What is encapsulation

There are a few definitions of what encapsulation is. Some believe that encapsulation is information hiding. That is when you make some of the class members private and therefore hide them from the client code. While this is one of the means of achieving encapsulation, the information hiding is not the encapsulation per see.

Another definition you can counter is, that encapsulation means bundling data and operations together. While this is also a way to achieve encapsulation in object-oriented programming languages, it is not the same as encapsulation either.

Encapsulation is an act of protecting the data integrity

This is usually done by preventing clients of a class from setting the internal data into an invalid or inconsistent state. And that is where tools such as information hiding, and bundling data and operations together come helpful.

Information hiding helps you remove the internals from the eyes of its clients, so there is less risk of corrupting it.

Bundling of data and operations provides you with the one entry point for all actions you do in this class. This way you can perform all required validations and integrity checks before modifying the internal state.

As you can see, these two techniques are related to encapsulation in the sense to achieve it, they themselves are not the end goal.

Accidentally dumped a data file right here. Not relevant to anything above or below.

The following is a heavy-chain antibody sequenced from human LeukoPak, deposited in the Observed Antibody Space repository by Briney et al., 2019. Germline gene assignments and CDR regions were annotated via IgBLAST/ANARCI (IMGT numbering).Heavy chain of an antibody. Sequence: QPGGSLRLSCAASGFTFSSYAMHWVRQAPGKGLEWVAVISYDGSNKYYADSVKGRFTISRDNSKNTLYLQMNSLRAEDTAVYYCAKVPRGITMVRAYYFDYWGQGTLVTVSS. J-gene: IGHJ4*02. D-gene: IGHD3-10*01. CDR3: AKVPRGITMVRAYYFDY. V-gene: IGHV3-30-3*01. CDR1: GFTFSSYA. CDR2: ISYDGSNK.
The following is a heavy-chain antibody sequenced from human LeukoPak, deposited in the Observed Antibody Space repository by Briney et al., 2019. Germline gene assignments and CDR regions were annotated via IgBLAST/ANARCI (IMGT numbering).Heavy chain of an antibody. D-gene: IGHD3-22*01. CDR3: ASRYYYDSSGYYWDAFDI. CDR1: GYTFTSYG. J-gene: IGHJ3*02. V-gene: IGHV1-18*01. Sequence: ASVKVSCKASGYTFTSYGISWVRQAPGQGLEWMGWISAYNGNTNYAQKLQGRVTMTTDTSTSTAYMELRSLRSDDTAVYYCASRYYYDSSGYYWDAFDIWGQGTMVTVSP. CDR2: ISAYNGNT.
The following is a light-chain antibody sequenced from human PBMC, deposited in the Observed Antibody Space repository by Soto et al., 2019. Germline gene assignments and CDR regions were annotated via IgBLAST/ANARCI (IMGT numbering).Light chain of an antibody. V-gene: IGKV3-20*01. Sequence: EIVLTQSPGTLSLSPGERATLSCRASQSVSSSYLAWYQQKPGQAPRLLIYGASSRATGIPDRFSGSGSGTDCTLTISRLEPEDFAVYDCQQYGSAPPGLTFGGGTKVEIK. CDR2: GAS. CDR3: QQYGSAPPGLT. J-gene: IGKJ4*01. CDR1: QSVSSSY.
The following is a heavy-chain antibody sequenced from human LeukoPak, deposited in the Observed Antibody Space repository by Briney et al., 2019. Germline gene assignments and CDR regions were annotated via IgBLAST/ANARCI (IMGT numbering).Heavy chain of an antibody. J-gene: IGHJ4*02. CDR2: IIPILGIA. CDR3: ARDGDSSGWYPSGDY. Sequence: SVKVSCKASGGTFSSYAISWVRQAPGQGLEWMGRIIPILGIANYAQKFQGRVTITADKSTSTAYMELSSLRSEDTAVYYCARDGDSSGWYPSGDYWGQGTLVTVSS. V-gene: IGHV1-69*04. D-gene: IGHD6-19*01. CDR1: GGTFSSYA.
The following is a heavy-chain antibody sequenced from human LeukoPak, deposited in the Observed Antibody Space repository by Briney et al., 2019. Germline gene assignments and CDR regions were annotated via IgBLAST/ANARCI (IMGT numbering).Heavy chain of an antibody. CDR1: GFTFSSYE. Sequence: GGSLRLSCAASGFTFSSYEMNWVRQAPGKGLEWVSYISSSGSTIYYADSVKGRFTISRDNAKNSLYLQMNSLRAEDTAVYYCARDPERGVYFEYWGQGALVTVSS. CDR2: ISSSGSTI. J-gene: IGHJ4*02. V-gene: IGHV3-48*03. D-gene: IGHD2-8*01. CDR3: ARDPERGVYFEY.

You can also think of encapsulation in terms of invariants. Each class has its own set of invariants, conditions that you can always rely upon to be true. It is your responsibility as a software developer to make sure that those invariants are valid during the execution of the program.

Why is so important to maintain the encapsulation

It is all about complexity. The more complex the codebase becomes, the harder is to work with it, which ultimately results in the decreasing speed of development, increasing the number of bugs, and damaging the ability to respond to business needs.

Just imagine that your code doesn’t guide you through what is and what is not allowed to do with it, and you must double-check repeatedly. It brings a lot of mental burden in the process of programming. You cannot trust yourself to do always the right thing and the best way to do so is by maintaining proper encapsulation so that your codebase doesn’t even provide an option for you to do anything incorrectly.

How to maintain the encapsulation with Anemic Domain Model